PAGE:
by Graham Pierrepoint
There’s been a lot of discussion in recent years over just how much social media can affect our mental wellbeing. Some studies have analysed exactly how we feel when we see our friends and family posting happy times on our walls – do we submit to feelings of jealousy? Are we inspired to show off more or to compare with others? Comparing and, to an extent, showing off, are fairly human traits – and it seems services like Facebook really allow us to facilitate these facets by enabling us to share our lives in minute detail, along with analyzing and comparing with others. While many of us have a healthy view on social media and try not to succumb to life comparison, many more of us struggle on a daily basis – it is something of an addiction for some people!
It’s become highly addictive for many Facebook users to hunt for likes – getting a like, a love, a wow or a haha reaction on your post is something of a buzz – and, for many, it’s thought to be a way to cheer ourselves up. However, according to a recent study, the amount of Facebook likes you receive on your photos, life events or other matters really won’t have that much of an effect on your overall happiness – if at all!
A questionnaire undertaken with over 300 people across social media has recently discovered that most people receiving likes didn’t notice an elevation in mood were they to be feeling unhappy – and that low self-esteem was fairly prevalent in those people who sought out likes and reactions. This interesting cross-section report appears to suggest that the happiness we seek from Facebook and Twitter may only ever be short-lived – and, at that, it is fairly artificial. Certainly, social media has become the go-to platform for people to share their news and their daily lives – which, sadly, has arguably given way for some evidence of validation-seeking by many who log in on a daily basis.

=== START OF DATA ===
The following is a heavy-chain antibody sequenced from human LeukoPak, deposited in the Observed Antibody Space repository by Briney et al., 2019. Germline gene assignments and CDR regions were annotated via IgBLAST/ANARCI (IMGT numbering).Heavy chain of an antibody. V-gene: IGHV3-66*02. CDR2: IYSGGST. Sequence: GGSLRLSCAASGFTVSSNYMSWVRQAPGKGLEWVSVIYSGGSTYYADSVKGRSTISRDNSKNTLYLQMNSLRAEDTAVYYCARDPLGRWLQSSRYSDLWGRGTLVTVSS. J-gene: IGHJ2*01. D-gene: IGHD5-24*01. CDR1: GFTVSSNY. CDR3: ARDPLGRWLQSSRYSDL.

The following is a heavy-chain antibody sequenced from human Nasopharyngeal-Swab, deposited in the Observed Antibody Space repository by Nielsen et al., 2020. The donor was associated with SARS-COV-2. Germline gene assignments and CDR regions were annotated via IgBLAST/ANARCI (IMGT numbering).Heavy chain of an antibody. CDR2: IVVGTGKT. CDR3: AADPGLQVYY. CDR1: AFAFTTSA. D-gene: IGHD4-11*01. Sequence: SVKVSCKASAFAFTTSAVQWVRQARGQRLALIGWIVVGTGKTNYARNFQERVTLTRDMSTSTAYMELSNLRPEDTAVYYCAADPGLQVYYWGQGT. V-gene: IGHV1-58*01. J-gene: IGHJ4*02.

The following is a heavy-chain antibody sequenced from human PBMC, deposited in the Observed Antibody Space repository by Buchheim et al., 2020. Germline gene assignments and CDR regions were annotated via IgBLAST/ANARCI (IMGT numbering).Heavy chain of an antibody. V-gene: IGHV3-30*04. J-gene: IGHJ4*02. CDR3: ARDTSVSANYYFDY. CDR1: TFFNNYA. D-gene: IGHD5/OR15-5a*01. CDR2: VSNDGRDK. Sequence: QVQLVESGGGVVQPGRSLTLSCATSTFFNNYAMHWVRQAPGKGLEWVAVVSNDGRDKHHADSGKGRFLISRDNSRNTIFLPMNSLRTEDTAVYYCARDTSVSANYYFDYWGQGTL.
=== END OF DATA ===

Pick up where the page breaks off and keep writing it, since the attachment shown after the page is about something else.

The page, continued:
It can hardly be denied that a positive reaction to a post feels good – that’s what they are therefore, after all! This study, however, seems to suggest that – deep down – we seem to know that this type of point-scoring and validation is artificial, and that it has nothing on the real things that make us happy. The key to happiness may be relative – and may even be hard to find – but, if this study is anything to go by, it seems getting likes has little to do with it.